I think it wouldn't be a problem to have a fee. But it would be better in that case to have even a "conditions of participation", some rules to respect in order to avoid spammers to post and moderators not to work too much.
Webmasterworld is one of the biggest source of experiences I've ever seen, let's keep it working well!
Although in general terms I like (d) it would be a problem for me personally and those in a similar boat. My web work is non-commercial, mostly donated to local organizations. My one "major" site is non-commerical and costs me money to provide it to the world. For me, I simply couldn't afford to add the new expense to my budget.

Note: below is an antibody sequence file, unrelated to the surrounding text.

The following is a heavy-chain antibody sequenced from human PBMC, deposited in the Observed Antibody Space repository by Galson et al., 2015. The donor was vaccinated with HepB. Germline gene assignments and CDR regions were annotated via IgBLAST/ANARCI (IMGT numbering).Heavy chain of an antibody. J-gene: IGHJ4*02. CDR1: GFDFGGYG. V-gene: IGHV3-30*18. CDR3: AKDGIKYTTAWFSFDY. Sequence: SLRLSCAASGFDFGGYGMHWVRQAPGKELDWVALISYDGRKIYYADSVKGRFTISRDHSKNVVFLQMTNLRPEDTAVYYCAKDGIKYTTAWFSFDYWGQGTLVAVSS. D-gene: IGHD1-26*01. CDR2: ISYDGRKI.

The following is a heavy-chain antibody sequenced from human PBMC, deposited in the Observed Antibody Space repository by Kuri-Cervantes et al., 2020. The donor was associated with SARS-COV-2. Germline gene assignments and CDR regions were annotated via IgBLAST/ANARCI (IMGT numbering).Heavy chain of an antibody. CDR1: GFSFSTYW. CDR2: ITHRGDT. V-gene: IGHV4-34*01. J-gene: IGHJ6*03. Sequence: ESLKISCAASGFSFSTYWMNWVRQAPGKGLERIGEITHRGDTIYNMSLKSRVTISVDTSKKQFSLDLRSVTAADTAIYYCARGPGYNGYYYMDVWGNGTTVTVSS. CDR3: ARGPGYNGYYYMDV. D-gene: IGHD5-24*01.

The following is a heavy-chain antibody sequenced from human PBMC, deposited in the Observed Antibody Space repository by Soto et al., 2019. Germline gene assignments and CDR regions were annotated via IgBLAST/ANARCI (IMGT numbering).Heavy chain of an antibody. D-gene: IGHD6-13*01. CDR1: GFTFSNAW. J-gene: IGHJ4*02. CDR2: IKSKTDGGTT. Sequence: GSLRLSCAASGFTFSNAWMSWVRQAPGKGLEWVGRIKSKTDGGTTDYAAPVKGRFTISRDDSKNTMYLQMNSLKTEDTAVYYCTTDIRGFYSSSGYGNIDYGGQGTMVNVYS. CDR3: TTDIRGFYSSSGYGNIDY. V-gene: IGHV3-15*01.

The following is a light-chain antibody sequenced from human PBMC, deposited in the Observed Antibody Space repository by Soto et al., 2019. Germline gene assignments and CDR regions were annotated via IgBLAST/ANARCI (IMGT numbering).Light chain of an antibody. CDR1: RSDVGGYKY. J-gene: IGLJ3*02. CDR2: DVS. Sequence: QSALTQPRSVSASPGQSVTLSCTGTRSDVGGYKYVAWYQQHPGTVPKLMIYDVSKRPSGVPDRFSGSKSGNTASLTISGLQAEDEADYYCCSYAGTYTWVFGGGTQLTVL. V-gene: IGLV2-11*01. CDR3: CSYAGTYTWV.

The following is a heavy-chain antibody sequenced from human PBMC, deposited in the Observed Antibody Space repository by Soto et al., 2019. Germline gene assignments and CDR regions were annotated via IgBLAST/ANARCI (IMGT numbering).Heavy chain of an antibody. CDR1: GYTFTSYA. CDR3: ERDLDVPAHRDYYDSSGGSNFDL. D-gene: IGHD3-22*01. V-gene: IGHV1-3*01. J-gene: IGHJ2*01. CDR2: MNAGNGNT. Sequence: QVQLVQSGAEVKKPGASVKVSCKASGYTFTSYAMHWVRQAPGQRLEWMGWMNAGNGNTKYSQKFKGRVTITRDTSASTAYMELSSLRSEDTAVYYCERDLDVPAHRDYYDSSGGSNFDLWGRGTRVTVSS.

As a newbie I can't believe the amount of info thats available here for free. I paid hundreds of dollars to the academy of web specialists for an "Advanced Search Engine Marketing Course" I have learn't more here for free in a matter of days and it's bang up to date.
d. at virtually any price
I have not read all the previous posts (were not they just too few;)) .. my VOTE would be strongly for D. The information on this forum is valuable and any one who makes use of this should be able to easily afford a nominal fee for this (no matter which part of the world you are in ... after all this is WWW)!. Also, D helps solve many other issues facing this forum - pay for the web site hosting, servers, bandwidth, maintenance, pay for the time of mods/individuals who are spending a lot of time (Did Brett mention his time being chewed up), sys admin, programmers, etc.
It is amazing to see that this forum survived this long without going option D) or some kind of monetization a.k.a banners/pop-unders, etc.
How about encorporating basic information into articles? Any info that is continuly repeated in threads (such as the basics of SEO, etc) could be set as an article.